So here are 'Fast Five Tips' for improving your email (in no particular order):

1. Keep your email short - preferably so that it can all be read on one computer screen. If you haven't scared your recipient off with an email of epic proportions it is much more likely to be read.

2. Put the most important point first - this might be what you are asking for or the summary of the information you are providing. You can then go on and put the where, what, why and wherefore information afterwards. With the most important information first your reader will understand exactly what the email is about and why they need to read it.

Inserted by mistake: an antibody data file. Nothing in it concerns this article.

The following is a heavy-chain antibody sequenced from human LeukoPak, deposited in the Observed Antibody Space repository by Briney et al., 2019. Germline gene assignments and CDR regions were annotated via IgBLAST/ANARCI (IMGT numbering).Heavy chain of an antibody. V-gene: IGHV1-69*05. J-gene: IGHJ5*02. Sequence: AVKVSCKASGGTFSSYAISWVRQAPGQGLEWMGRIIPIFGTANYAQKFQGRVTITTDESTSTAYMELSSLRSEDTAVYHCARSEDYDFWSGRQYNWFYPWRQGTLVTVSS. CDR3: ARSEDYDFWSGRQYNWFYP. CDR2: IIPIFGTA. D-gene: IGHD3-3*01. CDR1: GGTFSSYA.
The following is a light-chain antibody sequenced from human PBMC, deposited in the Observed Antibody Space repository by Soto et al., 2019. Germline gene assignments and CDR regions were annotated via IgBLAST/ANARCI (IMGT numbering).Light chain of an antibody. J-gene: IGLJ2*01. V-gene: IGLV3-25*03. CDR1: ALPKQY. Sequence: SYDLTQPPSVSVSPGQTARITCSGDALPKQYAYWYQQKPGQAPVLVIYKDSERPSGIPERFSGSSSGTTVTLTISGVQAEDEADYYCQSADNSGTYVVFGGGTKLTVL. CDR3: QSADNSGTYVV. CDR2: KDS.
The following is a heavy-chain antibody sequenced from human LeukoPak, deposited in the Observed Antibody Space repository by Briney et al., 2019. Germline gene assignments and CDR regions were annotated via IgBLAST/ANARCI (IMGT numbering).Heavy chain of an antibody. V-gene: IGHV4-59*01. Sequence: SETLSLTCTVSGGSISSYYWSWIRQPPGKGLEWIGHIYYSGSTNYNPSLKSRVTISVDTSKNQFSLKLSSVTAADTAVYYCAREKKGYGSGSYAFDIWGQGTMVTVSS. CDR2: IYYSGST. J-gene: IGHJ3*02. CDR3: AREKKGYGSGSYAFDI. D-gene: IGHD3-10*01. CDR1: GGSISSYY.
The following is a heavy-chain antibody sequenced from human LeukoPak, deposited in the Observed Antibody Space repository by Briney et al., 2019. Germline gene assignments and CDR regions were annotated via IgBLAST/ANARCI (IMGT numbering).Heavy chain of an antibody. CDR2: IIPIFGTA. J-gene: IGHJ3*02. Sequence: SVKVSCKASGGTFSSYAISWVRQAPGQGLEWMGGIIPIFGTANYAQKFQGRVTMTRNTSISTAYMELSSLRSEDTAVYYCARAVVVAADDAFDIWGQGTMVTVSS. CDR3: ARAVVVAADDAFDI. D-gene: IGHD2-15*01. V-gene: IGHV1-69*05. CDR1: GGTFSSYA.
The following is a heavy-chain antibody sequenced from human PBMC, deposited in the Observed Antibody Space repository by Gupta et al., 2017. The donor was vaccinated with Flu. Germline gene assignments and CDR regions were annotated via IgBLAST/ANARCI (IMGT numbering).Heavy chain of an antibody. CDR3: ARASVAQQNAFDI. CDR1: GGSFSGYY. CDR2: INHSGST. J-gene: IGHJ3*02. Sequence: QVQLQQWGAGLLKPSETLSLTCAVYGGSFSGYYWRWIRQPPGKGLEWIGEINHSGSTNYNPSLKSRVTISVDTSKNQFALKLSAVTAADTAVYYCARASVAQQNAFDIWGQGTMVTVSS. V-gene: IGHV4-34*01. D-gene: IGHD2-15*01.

3. Start a new paragraph for every idea - the added white space will aid readability and be easy for a reader to follow.

4. Use an auto signature - include your name, title, division, company and contact details so that your reader has a choice of ways to get back in touch with you. If a subject is urgent a return phone call is sometimes the best response.

5. Add 'courtesy copies' with care - only use this when you absolutely need to keep someone informed. Don't fall in the trap of spreading responsibility or pressuring someone to do something by copying their boss. Hopefully if we all start 'cc'ing with care the amount of unnecessary email in the world will be reduced!

So there you are 'Fast Five Tips' for Career Chicks ...I trust they are useful to you.

Have a productive and enjoyable day - Karen

P.S. If you have other tips for email  please share them here or at the Career Chicks facebook page.